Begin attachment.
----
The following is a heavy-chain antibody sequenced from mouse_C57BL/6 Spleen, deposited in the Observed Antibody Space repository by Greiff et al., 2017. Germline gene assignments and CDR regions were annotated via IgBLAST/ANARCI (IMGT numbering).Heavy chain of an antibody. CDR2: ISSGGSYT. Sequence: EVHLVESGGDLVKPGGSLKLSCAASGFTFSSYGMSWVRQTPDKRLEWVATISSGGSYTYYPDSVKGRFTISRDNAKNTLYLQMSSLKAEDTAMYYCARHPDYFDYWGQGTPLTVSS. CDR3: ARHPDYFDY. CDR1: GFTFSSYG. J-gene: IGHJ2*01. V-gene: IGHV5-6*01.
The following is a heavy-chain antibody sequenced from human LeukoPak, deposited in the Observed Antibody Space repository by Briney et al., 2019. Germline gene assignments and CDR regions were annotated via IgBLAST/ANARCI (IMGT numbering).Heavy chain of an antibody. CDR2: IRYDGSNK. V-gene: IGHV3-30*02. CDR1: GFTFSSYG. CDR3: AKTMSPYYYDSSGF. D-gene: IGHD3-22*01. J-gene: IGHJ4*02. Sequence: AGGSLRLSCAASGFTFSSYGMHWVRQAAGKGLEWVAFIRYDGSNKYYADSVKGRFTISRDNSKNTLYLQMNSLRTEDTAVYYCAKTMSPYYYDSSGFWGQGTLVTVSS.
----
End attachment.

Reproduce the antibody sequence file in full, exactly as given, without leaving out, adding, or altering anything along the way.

The following is a heavy-chain antibody sequenced from mouse_C57BL/6 Spleen, deposited in the Observed Antibody Space repository by Greiff et al., 2017. Germline gene assignments and CDR regions were annotated via IgBLAST/ANARCI (IMGT numbering).Heavy chain of an antibody. CDR2: ISSGGSYT. Sequence: EVHLVESGGDLVKPGGSLKLSCAASGFTFSSYGMSWVRQTPDKRLEWVATISSGGSYTYYPDSVKGRFTISRDNAKNTLYLQMSSLKAEDTAMYYCARHPDYFDYWGQGTPLTVSS. CDR3: ARHPDYFDY. CDR1: GFTFSSYG. J-gene: IGHJ2*01. V-gene: IGHV5-6*01.
The following is a heavy-chain antibody sequenced from human LeukoPak, deposited in the Observed Antibody Space repository by Briney et al., 2019. Germline gene assignments and CDR regions were annotated via IgBLAST/ANARCI (IMGT numbering).Heavy chain of an antibody. CDR2: IRYDGSNK. V-gene: IGHV3-30*02. CDR1: GFTFSSYG. CDR3: AKTMSPYYYDSSGF. D-gene: IGHD3-22*01. J-gene: IGHJ4*02. Sequence: AGGSLRLSCAASGFTFSSYGMHWVRQAAGKGLEWVAFIRYDGSNKYYADSVKGRFTISRDNSKNTLYLQMNSLRTEDTAVYYCAKTMSPYYYDSSGFWGQGTLVTVSS.